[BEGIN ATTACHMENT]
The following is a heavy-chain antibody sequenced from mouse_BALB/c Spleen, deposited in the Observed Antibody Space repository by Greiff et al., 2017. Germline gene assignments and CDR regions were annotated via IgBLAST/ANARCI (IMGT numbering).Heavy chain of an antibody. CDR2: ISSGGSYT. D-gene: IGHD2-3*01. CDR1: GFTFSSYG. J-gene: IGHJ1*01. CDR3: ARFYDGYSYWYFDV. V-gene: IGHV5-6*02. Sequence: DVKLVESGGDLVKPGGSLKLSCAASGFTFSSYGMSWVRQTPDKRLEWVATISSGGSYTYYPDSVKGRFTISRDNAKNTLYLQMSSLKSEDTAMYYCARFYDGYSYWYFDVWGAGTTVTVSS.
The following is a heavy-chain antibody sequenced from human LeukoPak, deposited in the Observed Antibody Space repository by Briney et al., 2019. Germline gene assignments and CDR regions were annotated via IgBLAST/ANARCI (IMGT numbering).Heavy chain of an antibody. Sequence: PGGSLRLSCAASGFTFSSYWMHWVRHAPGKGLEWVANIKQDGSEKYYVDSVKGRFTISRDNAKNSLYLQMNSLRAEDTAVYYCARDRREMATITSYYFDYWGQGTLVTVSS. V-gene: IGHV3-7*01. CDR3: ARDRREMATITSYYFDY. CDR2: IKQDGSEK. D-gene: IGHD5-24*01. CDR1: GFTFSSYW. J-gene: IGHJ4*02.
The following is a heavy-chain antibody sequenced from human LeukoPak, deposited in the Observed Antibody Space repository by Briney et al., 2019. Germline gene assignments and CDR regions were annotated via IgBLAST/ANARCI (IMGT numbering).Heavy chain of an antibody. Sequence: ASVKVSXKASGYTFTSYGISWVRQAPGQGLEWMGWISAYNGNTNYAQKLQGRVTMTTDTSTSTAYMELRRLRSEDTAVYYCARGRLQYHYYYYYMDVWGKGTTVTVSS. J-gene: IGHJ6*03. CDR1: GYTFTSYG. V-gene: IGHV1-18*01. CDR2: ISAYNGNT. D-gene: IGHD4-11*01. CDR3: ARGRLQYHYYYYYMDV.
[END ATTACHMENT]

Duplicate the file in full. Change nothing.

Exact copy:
The following is a heavy-chain antibody sequenced from mouse_BALB/c Spleen, deposited in the Observed Antibody Space repository by Greiff et al., 2017. Germline gene assignments and CDR regions were annotated via IgBLAST/ANARCI (IMGT numbering).Heavy chain of an antibody. CDR2: ISSGGSYT. D-gene: IGHD2-3*01. CDR1: GFTFSSYG. J-gene: IGHJ1*01. CDR3: ARFYDGYSYWYFDV. V-gene: IGHV5-6*02. Sequence: DVKLVESGGDLVKPGGSLKLSCAASGFTFSSYGMSWVRQTPDKRLEWVATISSGGSYTYYPDSVKGRFTISRDNAKNTLYLQMSSLKSEDTAMYYCARFYDGYSYWYFDVWGAGTTVTVSS.
The following is a heavy-chain antibody sequenced from human LeukoPak, deposited in the Observed Antibody Space repository by Briney et al., 2019. Germline gene assignments and CDR regions were annotated via IgBLAST/ANARCI (IMGT numbering).Heavy chain of an antibody. Sequence: PGGSLRLSCAASGFTFSSYWMHWVRHAPGKGLEWVANIKQDGSEKYYVDSVKGRFTISRDNAKNSLYLQMNSLRAEDTAVYYCARDRREMATITSYYFDYWGQGTLVTVSS. V-gene: IGHV3-7*01. CDR3: ARDRREMATITSYYFDY. CDR2: IKQDGSEK. D-gene: IGHD5-24*01. CDR1: GFTFSSYW. J-gene: IGHJ4*02.
The following is a heavy-chain antibody sequenced from human LeukoPak, deposited in the Observed Antibody Space repository by Briney et al., 2019. Germline gene assignments and CDR regions were annotated via IgBLAST/ANARCI (IMGT numbering).Heavy chain of an antibody. Sequence: ASVKVSXKASGYTFTSYGISWVRQAPGQGLEWMGWISAYNGNTNYAQKLQGRVTMTTDTSTSTAYMELRRLRSEDTAVYYCARGRLQYHYYYYYMDVWGKGTTVTVSS. J-gene: IGHJ6*03. CDR1: GYTFTSYG. V-gene: IGHV1-18*01. CDR2: ISAYNGNT. D-gene: IGHD4-11*01. CDR3: ARGRLQYHYYYYYMDV.